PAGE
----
The Malaysian Press should consider taking a lead to strengthen civil society institutions in the region,including the spearheading the formation of an ASEAN Coalition Against Corruption (ACAC) to protect the people’s interests in the whole region against the evils of corruption.

There can be many criteria to assess the development of ASEAN in the light of the Bangkok Declaration to promote justice, freedom, peace and social progress in the region.

Economically, despite Thailand’s current financial crisis and general nervousness about Malaysia’s position, ASEAN had made great strides in the past three decades, although grave problems of poverty and social inequity persists in large areas of the region.

But it is in the area of human rights and civil liberties that ASEAN has lagged most behind.

The recent admission of the State Law and Order Restoraton Council (SLORC) into ASEAN is a great setback for the cause of freedom and democracy in South-East Asia.

Some ASEAN leaders have been talking about a new policy vis-a-vis Burma following the expansion of ASEAN-9, on the ground that ASEAN’s "constructive engagement" policy was for a Burma before it became a member of ASEAN, and now with her admission, a new comprehensive policy would have to be put in place.

However, there had been no explanation of what this new ASEAN policy on Burma to replace the much-discredited ASEAN "constructive engagement" policy would be about or what it would be called. Probably, the advocates of freedom and democracy for Burma should flesh out such a new ASEAN policy on Burma to ensure that it includes the important components of democratisation and national reconciliation. May be, if ASEAN is look for a new policy on Burma, it should be called "constructive intervention".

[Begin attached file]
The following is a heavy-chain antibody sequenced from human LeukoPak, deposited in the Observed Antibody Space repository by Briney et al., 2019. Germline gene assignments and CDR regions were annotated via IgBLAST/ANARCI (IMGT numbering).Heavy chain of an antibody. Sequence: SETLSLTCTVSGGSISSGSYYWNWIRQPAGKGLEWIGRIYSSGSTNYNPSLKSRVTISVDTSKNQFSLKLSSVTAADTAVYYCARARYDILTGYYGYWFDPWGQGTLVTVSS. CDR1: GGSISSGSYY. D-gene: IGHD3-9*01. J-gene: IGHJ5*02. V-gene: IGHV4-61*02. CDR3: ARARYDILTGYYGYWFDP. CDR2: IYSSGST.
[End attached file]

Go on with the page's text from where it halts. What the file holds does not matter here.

In this context, it is a matter of grave concern that immediately after the ASEAN Foreign Ministers’ Meeting in Kuala Lumpur last month, calls were made for the review of the United Nations Universal Declaration of Human Rights, questioning the universality of human rights and democratic freedoms.

It raises the question whether the admission of Burma into ASEAN would be used as a pretext to justify a new lowest-common denominator of "acceptable democratic norms" in international relations - the SLORC standards - and that SLORC has become the latest exponent of the "Asian Values" school of democracy and human rights.

Any proposal to review the Universal Declaration of Human Rights to justify the false choices expounded by the advocates of "Asian Values" between prosperity and freedom, development and democracy, stability and respect of human rights must be contested by Asians and South-East Asians themselves, so that it would not be seen as a battle between the East and the West.

Asian and ASEAN voices for democracy and human rights must make themselves heard - to ensure that calls for respect and promotion of democracy and human rights are not regarded as Western imports but as the universal aspirations of humanity.

What is probably needed on the occasion of the 30th anniversary of ASEAN is have a new vision in the evolution of ASEAN - the emergence of a strong ASEAN civil society where ASEAN is represented internationally not only by the official views of the governments in the region, but even more important, a separate and distinct ASEAN viewpoint representing the aspirations and dreams of the ordinary people in ASEAN for freedom and justice.

Let us ponder how to rise up to the challenge to develop a people’s dimension in ASEAN as at present ASEAN merely reflects the official stands of the various governments concerned, which do not represent the deep-seated aspirations of the people for freedom and justice.

This is particularly the case with regard to human rights and civil liberties and the time has come for the people in the various ASEAN nations to put pressure on their respective governments to adopt an ASEAN Declaration of Human Rights with a ASEAN Human Rights Commission to monitor human rights abuses.


*Lim Kit Siang - Malaysian Parliamentary Opposition Leader, Democratic Action Party Secretary-General & Member of Parliament for Tanjong